Phones constantly ringing, the fog of fag smoke stinging, metal spikes sagging under piles of pierced paper, and the oldest reporter in the world – once again – passing wind in the corner.
News that the Carmarthen Journal’s town centre office was closing brought a call from an old colleague who once worked there in the mid-1980s.
He was keen to reminisce, and we ended up swapping memories – mine from the late-1980s at the tiny Lancaster Guardian office, then the larger Birmingham Metro News and later the huge news floor at the Birmingham Evening Mail, times when those venues were still the papers’ beating hearts.
We recalled constant queues of readers crowding the front receptions, placing classified adverts and flicking through past copies, others waiting for whichever reporter had drawn the short straw to listen to their daily gripes.
In editorial, journalists ducked behind screens to avoid the news editor’s glare as he looked for someone whose nib-count was low enough to warrant his dumping of the latest pile of press releases onto their desk.
The coffee was instantly weak, the milk regularly sour, and the mouthpiece on a certain reporter’s phone one day literally regurgitated clumps from years of his chewed up sandwiches when it was being cleaned.
But everyone perked up when the latest editions arrived, except for the inevitable moaning and squabbling over the latest typos.
In Carmarthen, my pal remembers the editor’s wife bringing her husband’s lunch in on a tray every day for him to consume with knife, fork and napkin in his office, door closed.
In Lancaster, I recollect the buzz every Friday afternoon as the assistant from finance wheeled the old tea trolley around, handing out small brown paper envelopes with that week’s expenses in cash. (And then the room emptied to the Brown Cow.)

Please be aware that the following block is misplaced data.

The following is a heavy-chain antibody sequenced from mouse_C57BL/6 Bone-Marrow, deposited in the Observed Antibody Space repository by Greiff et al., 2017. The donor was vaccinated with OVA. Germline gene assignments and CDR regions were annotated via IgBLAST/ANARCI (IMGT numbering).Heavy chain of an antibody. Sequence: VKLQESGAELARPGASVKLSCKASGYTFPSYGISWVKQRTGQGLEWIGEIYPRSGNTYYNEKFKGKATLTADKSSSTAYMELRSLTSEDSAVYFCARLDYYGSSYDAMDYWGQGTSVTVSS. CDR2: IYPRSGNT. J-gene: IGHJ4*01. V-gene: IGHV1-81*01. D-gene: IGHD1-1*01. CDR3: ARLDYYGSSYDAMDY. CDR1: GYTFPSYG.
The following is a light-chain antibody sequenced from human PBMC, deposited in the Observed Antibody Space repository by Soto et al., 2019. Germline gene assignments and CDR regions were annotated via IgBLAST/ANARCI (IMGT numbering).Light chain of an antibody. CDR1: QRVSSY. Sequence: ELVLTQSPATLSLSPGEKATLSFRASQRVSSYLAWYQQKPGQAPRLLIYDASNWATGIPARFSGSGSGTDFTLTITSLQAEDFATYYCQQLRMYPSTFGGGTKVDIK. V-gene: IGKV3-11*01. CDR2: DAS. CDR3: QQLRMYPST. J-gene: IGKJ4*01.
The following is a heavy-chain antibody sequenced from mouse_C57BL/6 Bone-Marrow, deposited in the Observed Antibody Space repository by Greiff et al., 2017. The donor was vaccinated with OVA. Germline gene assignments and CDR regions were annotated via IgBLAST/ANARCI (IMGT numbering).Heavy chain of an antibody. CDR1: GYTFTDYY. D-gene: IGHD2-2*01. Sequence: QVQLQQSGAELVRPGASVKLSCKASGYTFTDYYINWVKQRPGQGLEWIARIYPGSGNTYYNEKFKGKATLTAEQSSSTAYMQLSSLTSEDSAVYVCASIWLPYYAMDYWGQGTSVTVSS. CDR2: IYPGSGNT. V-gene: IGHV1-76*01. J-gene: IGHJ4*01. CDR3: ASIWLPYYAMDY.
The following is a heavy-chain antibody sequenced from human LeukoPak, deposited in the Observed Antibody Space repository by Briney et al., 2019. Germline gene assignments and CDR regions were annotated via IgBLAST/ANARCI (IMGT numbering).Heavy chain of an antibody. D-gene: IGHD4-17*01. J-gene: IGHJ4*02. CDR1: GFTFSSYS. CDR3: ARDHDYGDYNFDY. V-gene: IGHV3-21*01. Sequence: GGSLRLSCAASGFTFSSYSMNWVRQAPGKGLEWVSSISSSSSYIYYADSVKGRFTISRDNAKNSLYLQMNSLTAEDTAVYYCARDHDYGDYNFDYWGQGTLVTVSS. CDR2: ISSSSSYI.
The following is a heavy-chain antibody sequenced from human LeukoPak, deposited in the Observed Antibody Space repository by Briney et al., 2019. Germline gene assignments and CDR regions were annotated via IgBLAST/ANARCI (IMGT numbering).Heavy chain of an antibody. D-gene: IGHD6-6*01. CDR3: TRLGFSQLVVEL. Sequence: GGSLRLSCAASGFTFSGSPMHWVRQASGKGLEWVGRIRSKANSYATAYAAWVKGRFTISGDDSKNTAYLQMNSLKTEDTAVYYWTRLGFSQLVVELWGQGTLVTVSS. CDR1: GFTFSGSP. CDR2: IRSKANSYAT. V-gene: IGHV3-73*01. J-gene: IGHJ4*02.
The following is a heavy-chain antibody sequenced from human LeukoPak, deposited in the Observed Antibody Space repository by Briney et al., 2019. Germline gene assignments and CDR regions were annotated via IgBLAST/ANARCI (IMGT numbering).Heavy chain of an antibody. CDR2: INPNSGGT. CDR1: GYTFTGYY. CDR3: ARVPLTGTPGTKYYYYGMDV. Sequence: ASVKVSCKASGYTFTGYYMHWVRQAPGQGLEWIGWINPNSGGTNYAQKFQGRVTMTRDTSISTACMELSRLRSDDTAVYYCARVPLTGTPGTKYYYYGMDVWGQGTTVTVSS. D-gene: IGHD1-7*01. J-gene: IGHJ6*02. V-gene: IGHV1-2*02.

And in Birmingham – on a news floor once heavy with nearly 200 staff – how we all stopped to gawp when editors Ian Dowell (Evening Mail) or Peter Whitehouse (Sunday Mercury) were screaming or throwing hot coffee at the perceived incompetence of a reporter, newspaper sales or marketing executive.
And then the whole floor was gripped with energy when a big story was breaking, hacks jostling for space at the news desk and then hurrying to cars with snappers and orders to meet the 3pm deadline for that day’s Late Night Final.
“When I first read that the [Carmarthen] offices were closing, I felt emotional,” my friend confided, “and it left me thinking ‘how will the community now be served?’.
“The paper still exists, of course, and reporters will undoubtedly still find their stories, but it still feels like the closing of a newspaper office that’s been in the community since 1810 is a huge page turning in history.”
He’s right: the flow of news tips from visiting readers, the gaggle of hacks advising on intros or contacts, the back-benchers creatively sucking pencils to crack the best headlines – those days are gone.
And while the modern journalist might justifiably point out how old-fashioned they were, and how much time was sometimes wasted, the old high street office had one crucial element that no number of websites and phone screens and social media can replace: people in the flesh.
People talking, smiling, greeting, laughing, commiserating, advising, shouting and sometimes snoring, but people all the same, breathing into that day’s or that week’s newspapers, then read by the other people we served, becoming their conversations, delights, debates and sometimes moans.
Reporters in 2018, those without an office to feed them, where will they find a new source of humanity, an alternative supply of ideas, jollity, guidance, syntax and resolve? Answers (and memories) on digital postcards below, please.
▪ Meanwhile, for any HoldtheFrontPage readers wanting to relive those days, The Belgrade Theatre is performing two new shows at the Coventry Evening Telegraph’s former home next month.
Retold will retell stories from the paper’s old pages, inviting the audience to share their own, while City Final is a journey through the building with snapshots of local history inspired by the paper’s coverage of major events over the years.
The two shows are part of the Read All About It theatrical event from Tuesday 10 until Saturday 14 July in celebration of the old Telegraph building’s 60th anniversary.